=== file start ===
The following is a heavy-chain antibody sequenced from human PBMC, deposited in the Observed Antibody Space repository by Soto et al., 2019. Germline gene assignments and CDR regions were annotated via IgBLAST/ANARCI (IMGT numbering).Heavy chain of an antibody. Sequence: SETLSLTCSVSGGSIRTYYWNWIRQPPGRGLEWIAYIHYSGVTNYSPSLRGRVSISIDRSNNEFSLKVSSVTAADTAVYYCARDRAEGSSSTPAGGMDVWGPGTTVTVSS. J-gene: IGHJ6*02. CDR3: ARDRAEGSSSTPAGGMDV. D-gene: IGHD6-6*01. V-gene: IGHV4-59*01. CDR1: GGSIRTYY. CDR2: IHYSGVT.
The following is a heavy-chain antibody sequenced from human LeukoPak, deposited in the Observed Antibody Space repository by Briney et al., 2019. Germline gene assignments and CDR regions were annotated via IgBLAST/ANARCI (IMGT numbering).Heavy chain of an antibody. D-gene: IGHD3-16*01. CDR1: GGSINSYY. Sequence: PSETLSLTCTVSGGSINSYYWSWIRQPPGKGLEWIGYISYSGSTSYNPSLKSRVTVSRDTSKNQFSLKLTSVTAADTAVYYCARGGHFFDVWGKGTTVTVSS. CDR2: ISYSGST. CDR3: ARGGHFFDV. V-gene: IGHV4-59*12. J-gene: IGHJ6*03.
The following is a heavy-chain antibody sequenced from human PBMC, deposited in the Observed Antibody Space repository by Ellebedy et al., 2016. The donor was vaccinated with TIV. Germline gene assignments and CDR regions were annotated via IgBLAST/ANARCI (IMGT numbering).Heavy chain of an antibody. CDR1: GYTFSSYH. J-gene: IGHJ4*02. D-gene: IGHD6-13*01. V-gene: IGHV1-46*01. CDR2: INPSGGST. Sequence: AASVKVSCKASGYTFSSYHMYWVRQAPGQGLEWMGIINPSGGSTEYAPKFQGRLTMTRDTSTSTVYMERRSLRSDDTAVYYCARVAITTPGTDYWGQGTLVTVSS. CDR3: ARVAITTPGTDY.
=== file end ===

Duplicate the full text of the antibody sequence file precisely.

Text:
The following is a heavy-chain antibody sequenced from human PBMC, deposited in the Observed Antibody Space repository by Soto et al., 2019. Germline gene assignments and CDR regions were annotated via IgBLAST/ANARCI (IMGT numbering).Heavy chain of an antibody. Sequence: SETLSLTCSVSGGSIRTYYWNWIRQPPGRGLEWIAYIHYSGVTNYSPSLRGRVSISIDRSNNEFSLKVSSVTAADTAVYYCARDRAEGSSSTPAGGMDVWGPGTTVTVSS. J-gene: IGHJ6*02. CDR3: ARDRAEGSSSTPAGGMDV. D-gene: IGHD6-6*01. V-gene: IGHV4-59*01. CDR1: GGSIRTYY. CDR2: IHYSGVT.
The following is a heavy-chain antibody sequenced from human LeukoPak, deposited in the Observed Antibody Space repository by Briney et al., 2019. Germline gene assignments and CDR regions were annotated via IgBLAST/ANARCI (IMGT numbering).Heavy chain of an antibody. D-gene: IGHD3-16*01. CDR1: GGSINSYY. Sequence: PSETLSLTCTVSGGSINSYYWSWIRQPPGKGLEWIGYISYSGSTSYNPSLKSRVTVSRDTSKNQFSLKLTSVTAADTAVYYCARGGHFFDVWGKGTTVTVSS. CDR2: ISYSGST. CDR3: ARGGHFFDV. V-gene: IGHV4-59*12. J-gene: IGHJ6*03.
The following is a heavy-chain antibody sequenced from human PBMC, deposited in the Observed Antibody Space repository by Ellebedy et al., 2016. The donor was vaccinated with TIV. Germline gene assignments and CDR regions were annotated via IgBLAST/ANARCI (IMGT numbering).Heavy chain of an antibody. CDR1: GYTFSSYH. J-gene: IGHJ4*02. D-gene: IGHD6-13*01. V-gene: IGHV1-46*01. CDR2: INPSGGST. Sequence: AASVKVSCKASGYTFSSYHMYWVRQAPGQGLEWMGIINPSGGSTEYAPKFQGRLTMTRDTSTSTVYMERRSLRSDDTAVYYCARVAITTPGTDYWGQGTLVTVSS. CDR3: ARVAITTPGTDY.